The Local Knowlege

Courses & Travel

The Tao of Steve

Colleague Ron Whitten tees off on one of my favorite places on earth. And he's not grippin' it like a baby bird. (I offer my thoughts at the end of the post.)


I spent my holiday week reading Walter Isaacson’s sometimes repetitious biography on Steve Jobs, and what impressed me most about the highly flawed character of Jobs, the driving force behind Macintosh computers, the iPod, iPhone and iPad, was his insistence that his company create Great Products and not settle (as rival Microsoft usually did) for stuff that was Merely Adequate.
   
That got me thinking about my own role as a longtime golf course critic. I guess my goal has always been to identify the truly Great Products of golf course design, those that deliver the total golf experience. So as a New Year’s resolution, I’ve decided to embrace the Steve Jobs Quest for Perfection, and thus forego any sugarcoating.

Bandon_3.jpgThus, for the first time, I’m publicly disagreeing with my friends and magazine colleagues that Bandon Dunes Resort in Oregon is the Greatest Golf Resort in the World. I don’t see it that way.

Though I like the resort’s four golf courses, each has its flaws. I’ve never understood, given all the land he had at his disposal, why original architect David Kidd couldn’t have routed the Bandon Dunes 18 to avoid having wetlands in play on the 13th. I’ve had a regular participant in USGA Mid-Ams complain to me that Pacific Dunes (which I love) contains absolutely no strategy for good golfers.

Trails_14.jpgEven the most ardent fans of Coore and Crenshaw will admit that the 14th hole on their Bandon Trails course is, at best, an awkward par 4 (pictured above). And I think Doak and Urbina missed a super opportunity by not creating a par 3 over a cliff-edge cove at Old Macdonald.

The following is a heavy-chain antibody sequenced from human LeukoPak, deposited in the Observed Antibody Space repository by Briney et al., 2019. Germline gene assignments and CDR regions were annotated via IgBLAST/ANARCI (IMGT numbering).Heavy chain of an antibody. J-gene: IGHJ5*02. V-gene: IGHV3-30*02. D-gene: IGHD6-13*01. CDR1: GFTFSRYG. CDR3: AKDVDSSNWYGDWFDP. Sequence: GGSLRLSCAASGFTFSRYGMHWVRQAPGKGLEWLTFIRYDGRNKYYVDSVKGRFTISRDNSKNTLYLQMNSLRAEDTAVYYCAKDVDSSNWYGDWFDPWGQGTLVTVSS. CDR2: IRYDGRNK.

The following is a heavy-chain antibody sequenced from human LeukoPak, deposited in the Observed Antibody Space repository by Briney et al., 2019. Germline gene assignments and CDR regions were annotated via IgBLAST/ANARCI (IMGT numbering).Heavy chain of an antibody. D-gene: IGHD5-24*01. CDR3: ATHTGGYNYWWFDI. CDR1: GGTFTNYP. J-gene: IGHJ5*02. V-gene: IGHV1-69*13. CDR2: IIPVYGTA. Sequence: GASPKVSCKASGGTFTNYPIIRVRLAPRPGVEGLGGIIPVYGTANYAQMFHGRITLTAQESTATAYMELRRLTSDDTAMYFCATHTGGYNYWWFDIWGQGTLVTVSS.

What’s more, the closing holes on three of the four courses are anticlimactic, offering no parting shot of the grand Pacific coastline. The 18th on the Trails, which does play toward the ocean,  is marred by having a clunky clubhouse just a half dozen steps off the edge of the green.

Bandon_2.jpgI’ve never been impressed with the accommodations at Bandon Dunes. None of the bathroom sinks has a stopper, so I can’t fill the basin with water. But I hate to let the faucet run continuously while I shave, wasting precious water down the drain. So I have to turn it on and off, on and off. Minor inconvenience? When seeking perfection, little details are big.

The food service at Bandon Dunes will never win any awards, and I’ve been frustrated more than once at the slow wait staff, particularly at breakfasts with a tee time looming.

But worst of all are the caddies at Bandon Dunes. They don’t work for the guys who pay them (with tip); they work for the resort, and their priority is not to give good yardages or properly read greens, it’s to make sure that play keeps moving. They fuss, cajole and push golfers along, checking with timekeepers placed periodically throughout each course. Bandon’s caddies are really marshals in coveralls.

So that’s my verdict. As much as I admire the four (soon to be five) courses at Bandon Dunes Resort, I don’t consider it to be a Great Golf Experience. I find it, thus far, to be Merely Adequate.